During the testing, heavy trucks would send sound waves underground on routes throughout the city to map its geology.
Robbins agreed and said the same threat exists for the city's sewer infrastructure, which consists of 34,435 connections and 174 miles of gravity sewer pipe. “It's almost like a musical rod. You can vibrate it, and it could take effect a mile down the road. The vibration will find the weak point, that's where the damage will be done,” he said.
The company had offered to indemnify Westminster for any damage incurred during the testing, Carey said. But according to Carey and Robbins, that isn't good enough, because if there is damage, the signs won't become apparent until perhaps years later, such as when a water line bursts or a sink hole appears.
From there the impacts of the testing only get worse, the public officials said.
Public officials would have to issue underground service alerts that specified the spots where the underground testing would occur and clean up after tests, thus consuming staff time and tax dollars.
“Your street's going to look like a Christmas tree. It's going to look like gang members went through and graffitied the whole street,” Robbins said. “It's a lot to think about. And I'm just probably scratching the tip of the iceberg.”
Debra Russell, director of community relations for Signal Hill, didn't return a phone call seeking comment on the Westminster situation. But in a previous interview she said that the company is very careful with underground utilities and works with public works departments. Signal Hill's tests have never damaged such infrastructure, she said.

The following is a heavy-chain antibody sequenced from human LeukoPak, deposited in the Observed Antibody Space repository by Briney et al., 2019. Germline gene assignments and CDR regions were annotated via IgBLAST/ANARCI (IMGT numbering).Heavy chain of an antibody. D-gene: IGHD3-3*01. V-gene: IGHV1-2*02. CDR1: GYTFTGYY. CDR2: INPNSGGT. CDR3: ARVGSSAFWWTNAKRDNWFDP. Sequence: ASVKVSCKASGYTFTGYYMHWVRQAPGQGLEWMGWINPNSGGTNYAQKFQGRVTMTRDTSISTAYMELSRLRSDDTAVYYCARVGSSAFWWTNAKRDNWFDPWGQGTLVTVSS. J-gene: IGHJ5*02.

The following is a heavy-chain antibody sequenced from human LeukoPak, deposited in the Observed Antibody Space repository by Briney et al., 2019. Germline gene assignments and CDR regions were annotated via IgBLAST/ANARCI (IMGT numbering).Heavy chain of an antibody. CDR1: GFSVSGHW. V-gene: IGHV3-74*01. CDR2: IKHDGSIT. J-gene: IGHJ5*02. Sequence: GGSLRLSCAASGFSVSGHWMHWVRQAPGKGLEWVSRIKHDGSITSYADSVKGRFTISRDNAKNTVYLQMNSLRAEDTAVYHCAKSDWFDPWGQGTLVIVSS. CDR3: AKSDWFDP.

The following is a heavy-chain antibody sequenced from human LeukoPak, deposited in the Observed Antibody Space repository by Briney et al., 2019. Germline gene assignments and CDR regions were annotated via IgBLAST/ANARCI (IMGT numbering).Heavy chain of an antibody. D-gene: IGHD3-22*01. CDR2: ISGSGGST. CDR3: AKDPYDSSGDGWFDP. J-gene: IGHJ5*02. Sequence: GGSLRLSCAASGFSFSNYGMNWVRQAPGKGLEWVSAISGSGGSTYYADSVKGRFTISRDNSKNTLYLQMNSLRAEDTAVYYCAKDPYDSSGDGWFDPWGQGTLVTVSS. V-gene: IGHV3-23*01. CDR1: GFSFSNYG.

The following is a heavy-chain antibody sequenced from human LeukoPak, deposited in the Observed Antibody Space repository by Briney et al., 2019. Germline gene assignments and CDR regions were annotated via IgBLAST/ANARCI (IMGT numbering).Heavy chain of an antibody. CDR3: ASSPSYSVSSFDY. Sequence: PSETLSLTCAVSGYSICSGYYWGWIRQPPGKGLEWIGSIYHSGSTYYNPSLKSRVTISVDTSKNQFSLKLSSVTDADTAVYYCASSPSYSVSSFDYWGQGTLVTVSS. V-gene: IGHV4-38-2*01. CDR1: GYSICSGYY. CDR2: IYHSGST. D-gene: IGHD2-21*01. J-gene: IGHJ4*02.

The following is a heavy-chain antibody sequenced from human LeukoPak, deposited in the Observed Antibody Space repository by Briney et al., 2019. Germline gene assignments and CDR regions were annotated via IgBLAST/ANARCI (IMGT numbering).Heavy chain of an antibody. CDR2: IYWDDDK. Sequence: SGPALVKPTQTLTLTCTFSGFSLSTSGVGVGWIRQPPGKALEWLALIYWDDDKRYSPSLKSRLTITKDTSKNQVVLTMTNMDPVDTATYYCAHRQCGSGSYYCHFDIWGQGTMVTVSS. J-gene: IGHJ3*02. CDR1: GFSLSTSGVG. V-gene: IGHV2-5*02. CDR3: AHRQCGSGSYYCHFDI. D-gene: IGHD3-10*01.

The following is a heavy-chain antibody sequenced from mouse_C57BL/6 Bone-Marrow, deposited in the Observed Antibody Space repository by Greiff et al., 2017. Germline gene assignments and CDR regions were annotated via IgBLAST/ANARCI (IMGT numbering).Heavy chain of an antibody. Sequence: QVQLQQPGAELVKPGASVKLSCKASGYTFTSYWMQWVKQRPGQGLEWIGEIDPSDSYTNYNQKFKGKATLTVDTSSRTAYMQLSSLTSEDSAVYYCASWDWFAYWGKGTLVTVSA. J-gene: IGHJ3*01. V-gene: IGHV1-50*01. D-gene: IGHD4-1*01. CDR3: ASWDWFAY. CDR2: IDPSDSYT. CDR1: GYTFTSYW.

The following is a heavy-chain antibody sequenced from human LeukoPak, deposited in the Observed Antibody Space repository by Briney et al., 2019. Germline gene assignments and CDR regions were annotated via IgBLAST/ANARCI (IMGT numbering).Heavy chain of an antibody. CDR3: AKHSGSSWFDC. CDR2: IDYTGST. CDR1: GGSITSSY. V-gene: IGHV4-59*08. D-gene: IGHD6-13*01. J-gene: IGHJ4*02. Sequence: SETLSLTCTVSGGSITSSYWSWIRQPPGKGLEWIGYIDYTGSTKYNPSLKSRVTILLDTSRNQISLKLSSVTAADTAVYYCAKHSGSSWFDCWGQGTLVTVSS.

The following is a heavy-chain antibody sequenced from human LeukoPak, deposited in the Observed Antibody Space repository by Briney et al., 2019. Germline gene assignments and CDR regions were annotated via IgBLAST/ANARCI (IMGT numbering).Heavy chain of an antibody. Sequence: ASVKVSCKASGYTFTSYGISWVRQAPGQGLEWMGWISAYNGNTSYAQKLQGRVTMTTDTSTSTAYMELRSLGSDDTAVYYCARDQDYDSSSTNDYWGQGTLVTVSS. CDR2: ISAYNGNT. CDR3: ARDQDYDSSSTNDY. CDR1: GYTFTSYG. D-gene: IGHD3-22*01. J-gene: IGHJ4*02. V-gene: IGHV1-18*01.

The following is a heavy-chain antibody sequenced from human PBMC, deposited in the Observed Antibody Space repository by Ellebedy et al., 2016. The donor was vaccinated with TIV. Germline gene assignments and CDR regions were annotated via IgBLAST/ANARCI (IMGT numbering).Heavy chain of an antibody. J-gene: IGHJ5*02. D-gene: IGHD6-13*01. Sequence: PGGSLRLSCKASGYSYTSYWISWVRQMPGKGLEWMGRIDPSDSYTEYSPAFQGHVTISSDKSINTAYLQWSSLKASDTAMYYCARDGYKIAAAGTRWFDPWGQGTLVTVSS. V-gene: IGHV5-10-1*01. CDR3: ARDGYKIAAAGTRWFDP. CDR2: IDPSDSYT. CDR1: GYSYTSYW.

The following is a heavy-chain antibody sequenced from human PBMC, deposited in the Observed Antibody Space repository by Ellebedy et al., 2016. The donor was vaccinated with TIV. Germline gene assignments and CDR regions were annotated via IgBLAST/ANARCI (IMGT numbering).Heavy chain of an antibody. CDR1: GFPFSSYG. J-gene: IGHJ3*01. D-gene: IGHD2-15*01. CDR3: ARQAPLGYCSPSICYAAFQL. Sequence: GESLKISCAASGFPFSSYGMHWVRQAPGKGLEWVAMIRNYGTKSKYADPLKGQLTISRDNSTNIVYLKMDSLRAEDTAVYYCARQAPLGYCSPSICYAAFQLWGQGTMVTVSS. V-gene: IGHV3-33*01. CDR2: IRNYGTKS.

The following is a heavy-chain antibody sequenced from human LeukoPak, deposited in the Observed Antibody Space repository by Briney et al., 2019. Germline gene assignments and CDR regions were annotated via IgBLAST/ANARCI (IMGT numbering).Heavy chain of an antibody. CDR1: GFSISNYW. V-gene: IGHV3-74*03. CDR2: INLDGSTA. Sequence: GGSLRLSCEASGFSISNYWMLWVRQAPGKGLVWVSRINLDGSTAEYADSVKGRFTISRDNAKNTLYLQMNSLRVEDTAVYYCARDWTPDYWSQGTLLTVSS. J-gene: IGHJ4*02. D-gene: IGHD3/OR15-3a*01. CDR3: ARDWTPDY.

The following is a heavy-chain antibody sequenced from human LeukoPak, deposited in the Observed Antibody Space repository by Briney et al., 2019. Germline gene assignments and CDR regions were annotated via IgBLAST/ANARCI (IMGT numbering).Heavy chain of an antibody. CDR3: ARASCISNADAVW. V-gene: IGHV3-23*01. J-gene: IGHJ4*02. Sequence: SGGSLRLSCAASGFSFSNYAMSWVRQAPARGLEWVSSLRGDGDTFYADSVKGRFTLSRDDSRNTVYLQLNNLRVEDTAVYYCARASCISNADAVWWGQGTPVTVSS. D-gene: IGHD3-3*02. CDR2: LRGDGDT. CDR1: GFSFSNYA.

Given the heightened concern over fracking and oil drilling in general, Russell and other company officials said they are conducting extensive outreach to the political leadership in Orange County cities as they seek permits. “Before we even hit the streets, we know everything there is to possibly know about the city and the community,” Russell said.
Yet council members in some cities said either they didn't know about the testing permits or had received only scant information until contacted by Voice of OC. Carey said that company officials wouldn't give her an answer when she asked whether the company would be fracking.
Robbins, meanwhile, said that the company never contacted the sanitation district. He found out about it from Carey only two hours before the survey demonstration in Garden Grove.
“That was odd,” he said.
Carey speculated that the only reason Curt Pringle & Associates contacted her is because she has a personal relationship with the former mayor. Carey, an educator, was invited to a demonstration of the project, with Pringle and officials from Caltech also attending. The company is planning to share the testing results, which provide underground mapping, with local universities.
“That's probably why they reached out to me. They probably thought they could sell me on the scientific aspect of it, but that didn't work,” Carey said. “I thought great, we're not going to destroy our city for a college experiment.”